5) J.R.R. Tolkien was a devoted fan of all things Icelandic. He studied the language at Oxford and taught Old Icelandic as a professor. Before the Inklings were the Inklings, they were the Kolbiturs (literally “Coalbiters”), a term for a type of hero in Snorri Sturluson’s Prose Edda. J.R.R. Tolkien had an Icelandic au pair watching after his children while he was working on The Lord of the Rings and The Hobbit. Many of his ideas, such as trolls turning to stone, have roots in the types of stories Icelanders tell young children.

ChristmasCat

4) Icelanders like to profess a belief in elves, trolls, and, my favorite, a giant cat that comes down from the mountains at Christmas and eats all the children who didn’t get new clothes.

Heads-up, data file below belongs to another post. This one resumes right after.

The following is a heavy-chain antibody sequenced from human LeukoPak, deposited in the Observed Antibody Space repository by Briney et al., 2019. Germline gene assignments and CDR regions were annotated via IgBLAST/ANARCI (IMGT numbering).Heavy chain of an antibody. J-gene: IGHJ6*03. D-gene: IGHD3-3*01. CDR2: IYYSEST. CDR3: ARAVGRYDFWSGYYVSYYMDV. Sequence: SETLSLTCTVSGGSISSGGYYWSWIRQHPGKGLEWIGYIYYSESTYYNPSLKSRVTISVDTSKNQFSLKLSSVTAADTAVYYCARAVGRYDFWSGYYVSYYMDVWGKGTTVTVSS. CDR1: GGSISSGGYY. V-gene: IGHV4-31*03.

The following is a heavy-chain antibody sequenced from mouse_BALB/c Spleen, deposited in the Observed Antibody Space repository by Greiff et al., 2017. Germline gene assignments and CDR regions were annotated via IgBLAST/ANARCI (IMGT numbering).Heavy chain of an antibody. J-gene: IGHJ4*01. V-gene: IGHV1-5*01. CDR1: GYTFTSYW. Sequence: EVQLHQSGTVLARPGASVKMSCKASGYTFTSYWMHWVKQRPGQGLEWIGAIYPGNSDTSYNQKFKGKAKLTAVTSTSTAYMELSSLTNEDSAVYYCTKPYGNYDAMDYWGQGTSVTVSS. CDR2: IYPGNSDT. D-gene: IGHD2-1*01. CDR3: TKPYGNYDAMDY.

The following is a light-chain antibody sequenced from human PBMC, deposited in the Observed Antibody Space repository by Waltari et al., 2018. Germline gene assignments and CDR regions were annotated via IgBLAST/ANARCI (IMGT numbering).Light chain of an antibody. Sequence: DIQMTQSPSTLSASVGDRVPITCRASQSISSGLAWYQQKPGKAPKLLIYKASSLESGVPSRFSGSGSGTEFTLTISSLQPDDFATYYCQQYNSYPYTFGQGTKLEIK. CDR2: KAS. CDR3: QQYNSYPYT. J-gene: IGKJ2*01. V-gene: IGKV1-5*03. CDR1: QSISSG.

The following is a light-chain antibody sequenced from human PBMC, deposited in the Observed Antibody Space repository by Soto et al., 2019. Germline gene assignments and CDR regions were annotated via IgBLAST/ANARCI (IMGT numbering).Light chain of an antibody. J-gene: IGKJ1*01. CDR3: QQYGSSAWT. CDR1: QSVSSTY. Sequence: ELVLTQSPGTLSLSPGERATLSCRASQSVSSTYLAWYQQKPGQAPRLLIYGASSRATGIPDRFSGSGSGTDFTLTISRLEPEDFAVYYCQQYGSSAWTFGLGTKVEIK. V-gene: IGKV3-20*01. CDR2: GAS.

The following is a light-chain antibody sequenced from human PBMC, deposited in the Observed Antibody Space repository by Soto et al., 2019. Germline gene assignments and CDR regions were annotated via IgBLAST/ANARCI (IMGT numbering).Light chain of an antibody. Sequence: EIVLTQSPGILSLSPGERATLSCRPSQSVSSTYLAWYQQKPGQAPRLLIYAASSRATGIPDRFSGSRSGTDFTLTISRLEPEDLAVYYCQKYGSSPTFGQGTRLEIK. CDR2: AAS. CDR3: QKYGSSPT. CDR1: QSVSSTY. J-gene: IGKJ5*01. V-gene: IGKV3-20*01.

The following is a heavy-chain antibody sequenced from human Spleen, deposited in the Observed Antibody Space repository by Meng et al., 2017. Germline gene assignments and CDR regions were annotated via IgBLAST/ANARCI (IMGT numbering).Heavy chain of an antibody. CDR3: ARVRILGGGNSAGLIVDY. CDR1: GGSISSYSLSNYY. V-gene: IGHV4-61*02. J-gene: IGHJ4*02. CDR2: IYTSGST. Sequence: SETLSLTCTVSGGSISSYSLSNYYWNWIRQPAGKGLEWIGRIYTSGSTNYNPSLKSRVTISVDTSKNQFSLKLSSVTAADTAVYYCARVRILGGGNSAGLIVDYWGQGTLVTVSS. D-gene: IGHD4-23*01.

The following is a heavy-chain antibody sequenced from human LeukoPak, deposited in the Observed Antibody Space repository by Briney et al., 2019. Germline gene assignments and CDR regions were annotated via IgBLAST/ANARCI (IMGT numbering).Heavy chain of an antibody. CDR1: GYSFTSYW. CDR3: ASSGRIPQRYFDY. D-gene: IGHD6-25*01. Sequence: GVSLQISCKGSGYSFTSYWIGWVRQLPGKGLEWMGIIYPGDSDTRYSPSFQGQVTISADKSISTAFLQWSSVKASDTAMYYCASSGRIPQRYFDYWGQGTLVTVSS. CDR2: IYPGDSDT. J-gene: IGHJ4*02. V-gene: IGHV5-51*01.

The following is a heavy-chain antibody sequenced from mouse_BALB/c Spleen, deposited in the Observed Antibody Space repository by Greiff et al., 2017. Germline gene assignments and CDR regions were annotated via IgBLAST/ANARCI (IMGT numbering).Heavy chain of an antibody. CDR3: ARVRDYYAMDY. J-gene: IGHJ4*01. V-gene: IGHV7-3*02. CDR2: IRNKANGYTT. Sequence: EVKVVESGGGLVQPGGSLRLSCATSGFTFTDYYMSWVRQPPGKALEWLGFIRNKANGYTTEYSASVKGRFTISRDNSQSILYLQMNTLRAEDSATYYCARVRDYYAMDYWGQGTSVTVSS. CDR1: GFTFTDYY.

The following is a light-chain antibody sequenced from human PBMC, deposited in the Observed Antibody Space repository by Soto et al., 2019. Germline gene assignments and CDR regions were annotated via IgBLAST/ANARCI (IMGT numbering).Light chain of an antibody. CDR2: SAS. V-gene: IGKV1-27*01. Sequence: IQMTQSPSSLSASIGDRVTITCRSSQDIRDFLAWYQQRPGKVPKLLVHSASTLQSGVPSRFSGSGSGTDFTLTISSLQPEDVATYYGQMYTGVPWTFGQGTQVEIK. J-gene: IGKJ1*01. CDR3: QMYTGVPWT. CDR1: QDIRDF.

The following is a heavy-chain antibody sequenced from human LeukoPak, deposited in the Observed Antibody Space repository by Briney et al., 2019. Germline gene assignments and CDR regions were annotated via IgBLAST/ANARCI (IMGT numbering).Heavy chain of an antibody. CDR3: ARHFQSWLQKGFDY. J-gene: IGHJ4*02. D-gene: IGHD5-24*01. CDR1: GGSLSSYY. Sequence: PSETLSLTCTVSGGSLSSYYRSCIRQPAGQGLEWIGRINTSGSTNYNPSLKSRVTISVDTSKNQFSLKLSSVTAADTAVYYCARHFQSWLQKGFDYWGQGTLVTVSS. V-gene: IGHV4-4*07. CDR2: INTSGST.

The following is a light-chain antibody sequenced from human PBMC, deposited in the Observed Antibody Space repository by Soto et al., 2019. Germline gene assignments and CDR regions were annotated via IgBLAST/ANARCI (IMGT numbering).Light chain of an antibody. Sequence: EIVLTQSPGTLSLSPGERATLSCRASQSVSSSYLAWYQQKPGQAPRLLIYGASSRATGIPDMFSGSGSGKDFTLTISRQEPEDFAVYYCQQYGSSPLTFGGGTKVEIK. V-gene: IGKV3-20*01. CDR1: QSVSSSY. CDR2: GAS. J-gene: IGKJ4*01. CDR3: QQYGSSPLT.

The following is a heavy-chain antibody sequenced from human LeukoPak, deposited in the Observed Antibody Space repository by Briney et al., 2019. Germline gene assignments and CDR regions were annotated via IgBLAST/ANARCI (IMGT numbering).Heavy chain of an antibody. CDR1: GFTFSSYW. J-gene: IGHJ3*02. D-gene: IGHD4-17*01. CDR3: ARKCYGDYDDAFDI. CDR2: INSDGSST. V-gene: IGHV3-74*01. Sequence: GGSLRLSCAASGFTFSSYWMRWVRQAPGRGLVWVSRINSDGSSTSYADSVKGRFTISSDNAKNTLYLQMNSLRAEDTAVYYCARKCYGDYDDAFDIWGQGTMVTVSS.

3) Convincing potential tourists that Iceland is more than a frozen, dark hunk of rock at the top of the planet has become a national priority. They’ve done a good job thanks to the Inspired by Iceland campaign, where visitors to a website can propose alternative names for the country, and watch videos of trendy people having a good time.

2) There’s more to Rage-kjavik than a pretty face. In 2011, it was named a UNESCO City of Literature. Reykjavik is the only non-English speaking city to earn this honor. Iceland loves its writers – there is even national union for them which provides modest living stipends.

1) Andddd….the most interesting thing about Iceland, at least to me, is that I will be spending most of the month of June there.  Woohoo! Fist pump! The school where I work offers study grants for faculty who have taught at the school for at least three years. I’m wrapping up year six and finally decided to take advantage of it. This is what happens when you sit around on New Year’s Eve talking to two very well-traveled Classics teachers, I guess.